The number of nonemployer firms has risen steadily in this decade, from 16.5 million in 2000 to an estimated 21.1 million in 2007. An estimated 637,100 new employer firms began operations in 2007 and 560,300 firms closed that year.
That is what the Small Business Administration had to say about the growth of small business over the last decade. According to the agency, there has been a steady growth in the number of small firms opening up shop in the United States. As of 2007, small businesses (those with 500 employees or less) made up 99.9% of the businesses active in the country. These small businesses also:
- Represent 99.7% of all employer firms.
- Employ about half of all private sector employees.
- Pay nearly 45% of total US private payroll.
- Have generated 60% to 80% of net new jobs annually over the last decade.
- Create more than half of nonfarm private gross domestic product (GDP).
- Hire 40% of high tech workers (such as scientists, engineers, and computer workers).
- Are 52% home-based and 2% franchises.
- Made up 97.3% of all identified exporters and produced 28.9% of the known export value in FY 2006.
- Produce 13 times more patents per employee than large patenting firms; these patents are twice as likely as large firm patents to be among the 1% most cited.
That is pretty robust activity for a sector of the economy that some, like Scott Shane—Case Western professor of entrepreneurial studies and New York Times small business blogger—say has been in decline for a long time. According to Shane, we are creating fewer employer firms per capita than we did a decade ago, we are creating fewer establishments than we were a decade ago and fewer people are becoming self-employed than they were a decade ago. Shane takes statistics from the SBA, the Census Bureau and the OECD Factbook 2009 and uses them to paint a bleak picture of entrepreneurship in the United States, blaming the rise of big box retailers like Wal-Mart for this decline, citing how these “super efficient” stores (evidently, he has never actually had to shop in one) have out-competed their small business counterparts, driving them out of business.
It’s an ugly picture to be sure, but he doesn’t stop there. No, Professor Shane goes on to say this:
Most Americans would like to believe that this country is getting more entrepreneurial over time. While I wish this were true, the data don’t agree. Policy makers need to take a look at these data and acknowledge the pattern. More important, they need to understand why the rate of entrepreneurship is declining over time.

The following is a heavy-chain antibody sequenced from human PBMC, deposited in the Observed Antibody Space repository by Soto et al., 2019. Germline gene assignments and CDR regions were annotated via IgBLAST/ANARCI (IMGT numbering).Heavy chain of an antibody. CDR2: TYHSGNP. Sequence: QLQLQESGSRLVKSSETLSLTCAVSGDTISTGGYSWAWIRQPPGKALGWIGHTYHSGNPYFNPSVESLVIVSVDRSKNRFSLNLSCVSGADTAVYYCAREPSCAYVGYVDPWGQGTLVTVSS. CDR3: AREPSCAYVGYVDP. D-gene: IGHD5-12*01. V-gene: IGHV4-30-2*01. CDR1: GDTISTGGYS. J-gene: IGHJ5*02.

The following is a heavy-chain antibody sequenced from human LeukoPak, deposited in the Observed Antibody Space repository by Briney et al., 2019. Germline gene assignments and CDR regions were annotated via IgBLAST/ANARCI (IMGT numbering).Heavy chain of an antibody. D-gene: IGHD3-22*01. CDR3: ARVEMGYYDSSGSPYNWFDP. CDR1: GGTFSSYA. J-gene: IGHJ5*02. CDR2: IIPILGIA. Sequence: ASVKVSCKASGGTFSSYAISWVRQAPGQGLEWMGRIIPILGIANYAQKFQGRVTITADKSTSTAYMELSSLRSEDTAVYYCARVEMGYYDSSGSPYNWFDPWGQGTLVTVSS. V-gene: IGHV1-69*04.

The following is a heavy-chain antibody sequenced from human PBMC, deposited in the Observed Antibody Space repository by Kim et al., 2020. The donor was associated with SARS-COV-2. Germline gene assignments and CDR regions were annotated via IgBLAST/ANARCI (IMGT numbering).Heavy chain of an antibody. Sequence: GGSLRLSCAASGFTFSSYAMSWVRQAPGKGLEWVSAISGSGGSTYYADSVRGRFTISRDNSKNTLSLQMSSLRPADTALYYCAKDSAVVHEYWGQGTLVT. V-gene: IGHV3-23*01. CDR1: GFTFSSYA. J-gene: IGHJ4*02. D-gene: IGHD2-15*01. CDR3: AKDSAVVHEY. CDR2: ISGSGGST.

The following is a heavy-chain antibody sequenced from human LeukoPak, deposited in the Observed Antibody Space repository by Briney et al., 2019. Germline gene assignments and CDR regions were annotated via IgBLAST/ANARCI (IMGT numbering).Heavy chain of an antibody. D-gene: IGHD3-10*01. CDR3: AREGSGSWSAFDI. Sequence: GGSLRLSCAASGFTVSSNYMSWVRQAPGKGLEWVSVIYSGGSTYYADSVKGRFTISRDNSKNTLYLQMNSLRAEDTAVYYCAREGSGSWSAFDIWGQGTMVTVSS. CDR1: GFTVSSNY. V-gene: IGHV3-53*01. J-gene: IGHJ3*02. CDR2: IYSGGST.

So, now he is calling for Washington bureaucrats to embrace this view, which, like global warming and other hysterical claims, is not supported by real numbers. Nor is it supported by experience. This should be no surprise, read enough of Professor Shane’s work and you see a man who is a true tenant of the ivory tower, far happier with nice, clean, abstract policy than he is with the messy realities of small business and entrepreneurship that Case Western expects him to teach and that the New York Times expects him to write about. Consider this from a recent CNNMoney.com article:
From a societal point of view, if you have a group of people who do something that makes them happier but less productive (which the data support), and you aggregate that, then entrepreneurship is an economic drain. If the goal of the policymaker is to make everybody in your country happy, then let everybody start businesses.
But most policymakers seek to create jobs and promote growth. If that's your goal, you want to stop all these people from starting marginal businesses that don't go anywhere and devote the resources to encouraging high-growth companies. In terms of tax policy, for example, you could argue that the government should eliminate the home-office tax deduction - which doesn't differentiate between high- and low-performing businesses - and beef up R&D tax credits.